5.  Cook for 15 minutes, check, and then continue cooking if necessary, checking every 5 minutes until beads are melted.  The beads should be completely formless.

6.  Remove from oven and allow to cool completely (about 45 minutes).  You can put the pan in the freezer to speed this process. 

7.  Push letters out of cookie cutters, using a knife to separate any stubborn areas.

Okay all you fans of the latest ideas in sensory activities . . .  now what???  What in the world are we going to do with these?  Do I hear light box activities anyone?

The big motivator for me in this activity is getting to use these letters on the light box.  I just don’t have many ideas for the light box that don’t required buying expensive acrylic manipulatives.  So here’s what it looks like:

 The pictures just don’t do it justice.  I did use some clear beads mixed in with the colored beads, and I won’t do that next time.  I’d like these to be a little darker in color, and I think I can do that by using different beads. 

For now we’re just playing “Find the letter . . ., but we’ll use this later on as Noah starts learning to string letters together to make words.   I’ll keep you posted, I’m hoping to come up with some other ideas to use these. 

P.S.  Does this seem like way more work than you want to do?  This is a great activity for older kids to help with.  Nobody can keep their hands off of beads in this house, so if it’s like that at your house, put those happy helpers to work!!!!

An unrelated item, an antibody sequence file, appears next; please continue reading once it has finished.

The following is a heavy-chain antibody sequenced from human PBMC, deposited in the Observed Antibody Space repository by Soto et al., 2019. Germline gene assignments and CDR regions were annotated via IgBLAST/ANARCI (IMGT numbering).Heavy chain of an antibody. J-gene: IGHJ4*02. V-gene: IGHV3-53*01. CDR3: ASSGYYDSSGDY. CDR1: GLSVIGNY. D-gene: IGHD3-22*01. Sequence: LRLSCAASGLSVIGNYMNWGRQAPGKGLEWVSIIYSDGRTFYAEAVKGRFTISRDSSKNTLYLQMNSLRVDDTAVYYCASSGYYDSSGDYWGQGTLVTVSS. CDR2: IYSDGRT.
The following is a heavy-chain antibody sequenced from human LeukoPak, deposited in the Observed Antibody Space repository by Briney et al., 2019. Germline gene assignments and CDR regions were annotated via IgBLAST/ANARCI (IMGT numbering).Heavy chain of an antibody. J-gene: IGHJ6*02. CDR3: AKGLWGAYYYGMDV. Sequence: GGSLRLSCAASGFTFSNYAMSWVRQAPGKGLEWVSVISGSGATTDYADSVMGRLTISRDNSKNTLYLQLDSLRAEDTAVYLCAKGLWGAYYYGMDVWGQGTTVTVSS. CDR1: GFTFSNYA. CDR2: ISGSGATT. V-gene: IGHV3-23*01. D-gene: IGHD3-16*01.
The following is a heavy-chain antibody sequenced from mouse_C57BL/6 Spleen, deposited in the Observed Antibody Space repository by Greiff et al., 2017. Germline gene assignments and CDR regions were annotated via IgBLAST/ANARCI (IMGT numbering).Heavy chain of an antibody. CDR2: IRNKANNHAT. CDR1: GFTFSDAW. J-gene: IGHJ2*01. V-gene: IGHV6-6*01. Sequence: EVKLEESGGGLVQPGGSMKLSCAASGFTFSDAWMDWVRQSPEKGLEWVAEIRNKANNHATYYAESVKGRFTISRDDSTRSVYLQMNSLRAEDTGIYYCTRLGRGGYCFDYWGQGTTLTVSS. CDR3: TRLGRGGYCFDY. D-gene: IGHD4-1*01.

Play-Doh just goes well with anything, doesn’t it?

Even the alphabet.  Play-Doh + the alphabet letters = Kinesthetic, fine motor, literacy-learning, memory-making fun.

In an effort to get the most out of each sit-down session with Noah, I’m starting to expand my use of our everyday learning materials.  Instead of doing one Play-doh activity a day, we are having one Play-Doh day a week, and on that day, we’ll be doing everything with Play-doh I can think of.  So instead of 5 minutes of Play-Doh, 5 minutes of light table, 5 minutes of bingo daubers, 5 minutes of stamping, and then a great big mess to clean up, I’m going to be choosing just one or two materials to focus on each day.

We’re learning the letter F this week, but in brainstorming Play-doh activities for this morning, I found a few that can be done with any alphabet letter.  Here’s what we did this morning around the dining room table:

1.  Cookie cutter letters – alphabet cookie cutter and a rolling pin

2.  Play-Doh stamping – alphabet rubber stamp (I got mine at Wal-Mart.

3.  Play-Doh letter mat from http://homeschoolcreations.com/preschoolalphabet.html.  The link is to their free alphabet printables page – scroll down to the Play-Doh mat link.  Lot’s of great stuff on that page.  You’ll want to laminate this or put it in a sheet protector.

4.  Object collage – Use one or more items that start with the letter you are teaching, and allow your child to make abstract art by sticking the items into a clump of the Play-Doh.  Feathers were perfect for us since we’re on F this week.

5.  Alphabet beads – Wooden or plastic beads with the letter you are teaching on them.  For Noah I made a pile of about eight beads, some were the letter O and some were the letter F.  He had to find all the Fs one by one and put them in the Play-Doh.  Multi-tasking – oh yeah!

How about you – how do you use Play-Doh to teach or reinforce concepts?